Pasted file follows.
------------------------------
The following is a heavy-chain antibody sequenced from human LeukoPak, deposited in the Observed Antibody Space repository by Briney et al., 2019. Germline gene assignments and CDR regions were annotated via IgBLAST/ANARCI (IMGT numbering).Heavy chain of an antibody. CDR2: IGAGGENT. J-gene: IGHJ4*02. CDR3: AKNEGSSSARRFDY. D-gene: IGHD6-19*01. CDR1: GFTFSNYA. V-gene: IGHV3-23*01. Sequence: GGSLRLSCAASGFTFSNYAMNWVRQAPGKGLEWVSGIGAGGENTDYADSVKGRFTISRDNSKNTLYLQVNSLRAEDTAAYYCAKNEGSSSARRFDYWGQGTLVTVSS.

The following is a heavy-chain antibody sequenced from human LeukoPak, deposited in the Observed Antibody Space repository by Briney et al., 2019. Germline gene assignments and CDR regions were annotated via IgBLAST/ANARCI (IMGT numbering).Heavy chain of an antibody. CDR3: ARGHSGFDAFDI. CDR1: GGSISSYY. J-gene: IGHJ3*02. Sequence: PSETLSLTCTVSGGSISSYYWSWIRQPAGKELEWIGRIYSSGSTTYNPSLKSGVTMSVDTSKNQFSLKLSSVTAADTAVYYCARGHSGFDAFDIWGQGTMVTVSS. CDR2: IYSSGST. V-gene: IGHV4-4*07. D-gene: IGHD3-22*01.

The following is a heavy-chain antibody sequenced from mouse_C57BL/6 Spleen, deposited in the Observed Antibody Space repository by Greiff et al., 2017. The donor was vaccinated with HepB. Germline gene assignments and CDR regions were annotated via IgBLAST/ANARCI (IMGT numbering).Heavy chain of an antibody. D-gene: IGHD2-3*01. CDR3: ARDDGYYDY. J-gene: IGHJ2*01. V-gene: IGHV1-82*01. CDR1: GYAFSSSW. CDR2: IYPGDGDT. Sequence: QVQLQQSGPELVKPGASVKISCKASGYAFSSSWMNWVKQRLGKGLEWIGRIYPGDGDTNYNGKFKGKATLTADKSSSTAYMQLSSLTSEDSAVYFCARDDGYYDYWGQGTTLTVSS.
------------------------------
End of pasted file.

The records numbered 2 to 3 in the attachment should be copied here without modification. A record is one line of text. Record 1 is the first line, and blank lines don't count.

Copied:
The following is a heavy-chain antibody sequenced from human LeukoPak, deposited in the Observed Antibody Space repository by Briney et al., 2019. Germline gene assignments and CDR regions were annotated via IgBLAST/ANARCI (IMGT numbering).Heavy chain of an antibody. CDR3: ARGHSGFDAFDI. CDR1: GGSISSYY. J-gene: IGHJ3*02. Sequence: PSETLSLTCTVSGGSISSYYWSWIRQPAGKELEWIGRIYSSGSTTYNPSLKSGVTMSVDTSKNQFSLKLSSVTAADTAVYYCARGHSGFDAFDIWGQGTMVTVSS. CDR2: IYSSGST. V-gene: IGHV4-4*07. D-gene: IGHD3-22*01.

The following is a heavy-chain antibody sequenced from mouse_C57BL/6 Spleen, deposited in the Observed Antibody Space repository by Greiff et al., 2017. The donor was vaccinated with HepB. Germline gene assignments and CDR regions were annotated via IgBLAST/ANARCI (IMGT numbering).Heavy chain of an antibody. D-gene: IGHD2-3*01. CDR3: ARDDGYYDY. J-gene: IGHJ2*01. V-gene: IGHV1-82*01. CDR1: GYAFSSSW. CDR2: IYPGDGDT. Sequence: QVQLQQSGPELVKPGASVKISCKASGYAFSSSWMNWVKQRLGKGLEWIGRIYPGDGDTNYNGKFKGKATLTADKSSSTAYMQLSSLTSEDSAVYFCARDDGYYDYWGQGTTLTVSS.